Interesting article in today's Australian Daily Telegraph regarding video games as a modern day entertainment phenomenon. It draws on many similar data points, although updated, as my article from last year that cites games as a far bigger revenue machine than the biggest movies:
The average age of the Aussie gamer is 32. In the US it is 37. That's because a generation of us grew up with video games - the first Atari consoles making their way into homes in the late 1970s - and since then every few years marked another step in a global industry now estimated to be worth about $US56 billion and heading towards $US82 billion by 2015. We are comfortable with it being a part of the cultural fabric of our lives...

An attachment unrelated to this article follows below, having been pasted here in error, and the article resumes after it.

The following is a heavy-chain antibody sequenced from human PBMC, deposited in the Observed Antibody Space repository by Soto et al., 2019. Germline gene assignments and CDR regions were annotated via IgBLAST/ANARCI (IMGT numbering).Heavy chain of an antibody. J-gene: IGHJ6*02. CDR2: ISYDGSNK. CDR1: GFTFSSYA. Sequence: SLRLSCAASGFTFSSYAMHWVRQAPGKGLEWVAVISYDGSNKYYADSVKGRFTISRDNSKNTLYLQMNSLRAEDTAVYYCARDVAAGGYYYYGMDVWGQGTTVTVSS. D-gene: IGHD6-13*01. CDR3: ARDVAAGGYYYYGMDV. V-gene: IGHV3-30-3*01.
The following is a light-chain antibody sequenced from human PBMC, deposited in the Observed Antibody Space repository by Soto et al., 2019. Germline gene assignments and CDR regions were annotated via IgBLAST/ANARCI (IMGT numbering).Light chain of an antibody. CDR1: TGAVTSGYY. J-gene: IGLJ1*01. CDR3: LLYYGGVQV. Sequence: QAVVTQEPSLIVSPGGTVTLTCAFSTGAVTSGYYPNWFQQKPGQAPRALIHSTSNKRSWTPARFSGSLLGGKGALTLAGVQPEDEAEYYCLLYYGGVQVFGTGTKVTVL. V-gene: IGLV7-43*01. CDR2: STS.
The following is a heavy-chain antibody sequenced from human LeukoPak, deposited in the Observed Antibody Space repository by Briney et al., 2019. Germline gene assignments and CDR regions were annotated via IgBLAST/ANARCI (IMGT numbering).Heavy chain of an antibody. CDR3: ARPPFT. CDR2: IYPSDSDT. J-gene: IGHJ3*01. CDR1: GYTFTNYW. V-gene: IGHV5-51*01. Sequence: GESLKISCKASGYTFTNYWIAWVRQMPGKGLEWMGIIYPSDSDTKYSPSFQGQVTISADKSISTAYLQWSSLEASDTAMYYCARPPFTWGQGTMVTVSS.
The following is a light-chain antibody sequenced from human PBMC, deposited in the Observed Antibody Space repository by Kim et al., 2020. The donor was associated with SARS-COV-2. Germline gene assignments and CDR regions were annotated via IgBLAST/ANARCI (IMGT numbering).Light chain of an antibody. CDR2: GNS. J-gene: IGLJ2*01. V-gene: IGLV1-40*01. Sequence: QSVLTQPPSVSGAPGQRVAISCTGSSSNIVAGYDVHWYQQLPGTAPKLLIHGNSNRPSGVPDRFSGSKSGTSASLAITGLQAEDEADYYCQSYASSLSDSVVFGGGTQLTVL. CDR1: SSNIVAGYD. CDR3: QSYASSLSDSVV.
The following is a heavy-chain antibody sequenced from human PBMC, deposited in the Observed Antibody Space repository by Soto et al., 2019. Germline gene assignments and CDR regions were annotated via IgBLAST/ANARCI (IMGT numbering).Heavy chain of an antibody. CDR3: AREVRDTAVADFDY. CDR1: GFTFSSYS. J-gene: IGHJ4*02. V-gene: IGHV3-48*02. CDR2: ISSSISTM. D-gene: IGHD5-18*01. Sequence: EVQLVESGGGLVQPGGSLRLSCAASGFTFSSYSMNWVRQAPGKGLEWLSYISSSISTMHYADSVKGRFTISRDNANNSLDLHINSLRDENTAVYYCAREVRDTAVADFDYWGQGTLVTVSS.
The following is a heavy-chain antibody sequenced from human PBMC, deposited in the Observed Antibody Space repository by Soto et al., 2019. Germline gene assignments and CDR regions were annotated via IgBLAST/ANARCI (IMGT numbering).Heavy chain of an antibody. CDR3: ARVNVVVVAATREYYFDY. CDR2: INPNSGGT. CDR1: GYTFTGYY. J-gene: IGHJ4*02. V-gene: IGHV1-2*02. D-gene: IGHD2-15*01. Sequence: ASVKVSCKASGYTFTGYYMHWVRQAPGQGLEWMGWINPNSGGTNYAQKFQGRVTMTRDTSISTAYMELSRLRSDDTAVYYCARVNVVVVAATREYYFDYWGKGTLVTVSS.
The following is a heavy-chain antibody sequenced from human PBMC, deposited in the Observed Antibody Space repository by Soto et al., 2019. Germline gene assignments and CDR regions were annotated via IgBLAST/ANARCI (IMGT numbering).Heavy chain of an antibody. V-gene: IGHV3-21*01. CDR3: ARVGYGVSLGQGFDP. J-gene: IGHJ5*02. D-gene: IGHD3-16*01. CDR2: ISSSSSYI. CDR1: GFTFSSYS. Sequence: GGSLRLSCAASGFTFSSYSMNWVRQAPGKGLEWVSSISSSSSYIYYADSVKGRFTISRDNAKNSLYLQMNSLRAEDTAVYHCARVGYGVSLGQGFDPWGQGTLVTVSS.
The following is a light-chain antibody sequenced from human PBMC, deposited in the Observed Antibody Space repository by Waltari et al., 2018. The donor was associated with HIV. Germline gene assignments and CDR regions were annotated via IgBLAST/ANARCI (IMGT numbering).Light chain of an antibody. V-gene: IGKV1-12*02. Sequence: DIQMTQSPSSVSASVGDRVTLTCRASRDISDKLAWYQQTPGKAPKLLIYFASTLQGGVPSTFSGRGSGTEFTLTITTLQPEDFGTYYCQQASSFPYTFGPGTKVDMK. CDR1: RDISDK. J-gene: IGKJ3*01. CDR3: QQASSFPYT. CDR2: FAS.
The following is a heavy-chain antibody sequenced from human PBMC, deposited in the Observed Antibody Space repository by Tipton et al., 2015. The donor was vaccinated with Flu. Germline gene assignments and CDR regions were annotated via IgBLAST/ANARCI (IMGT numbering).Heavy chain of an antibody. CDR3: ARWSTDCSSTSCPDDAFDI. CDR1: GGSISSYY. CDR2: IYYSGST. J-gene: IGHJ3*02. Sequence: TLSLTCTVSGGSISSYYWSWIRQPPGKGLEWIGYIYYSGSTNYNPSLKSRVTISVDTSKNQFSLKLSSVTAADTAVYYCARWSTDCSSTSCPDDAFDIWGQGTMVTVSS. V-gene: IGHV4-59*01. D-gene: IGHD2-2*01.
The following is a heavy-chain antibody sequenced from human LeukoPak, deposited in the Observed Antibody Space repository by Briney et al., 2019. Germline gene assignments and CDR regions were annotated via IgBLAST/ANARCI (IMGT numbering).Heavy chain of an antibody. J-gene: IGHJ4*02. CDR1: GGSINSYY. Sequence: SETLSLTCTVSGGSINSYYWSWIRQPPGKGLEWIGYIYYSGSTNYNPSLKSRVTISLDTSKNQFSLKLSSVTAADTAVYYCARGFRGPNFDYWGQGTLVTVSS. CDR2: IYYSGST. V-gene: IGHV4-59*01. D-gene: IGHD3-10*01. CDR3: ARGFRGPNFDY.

...The biggest film release of 2011 was Harry Potter And The Deathly Hallows: Part 2. In its opening weekend it managed to haul in $US169 million at the US box office. By comparison, the game Call of Duty: Modern Warfare 3 sold $US400 million worth in the US and UK alone on its first day of release. Its developer claims the series has now earned more in sales than the total box office receipts for the Star Wars films.
These days for me, 30 years old, the average Hollywood film is typically a boring, laughably scripted, unengaging and/or far too FX-centric affair (and the FX are typically terrible). Even the Harry Potter series drew to a close with an awful 'Part 1 and Part 2' that left me thinking 'thank god it's over'. It takes something supremely well crafted, usually by Christopher Nolan, to make the grade. The rest are just instantly forgettable. Perhaps I'm just getting old. But, compare that with games, be they smartphone or console, where people spend hours upon hours playing them, and developers are making money and pushing the boundaries. It's not hard to see games as the premier screen-based entertainment format of the future.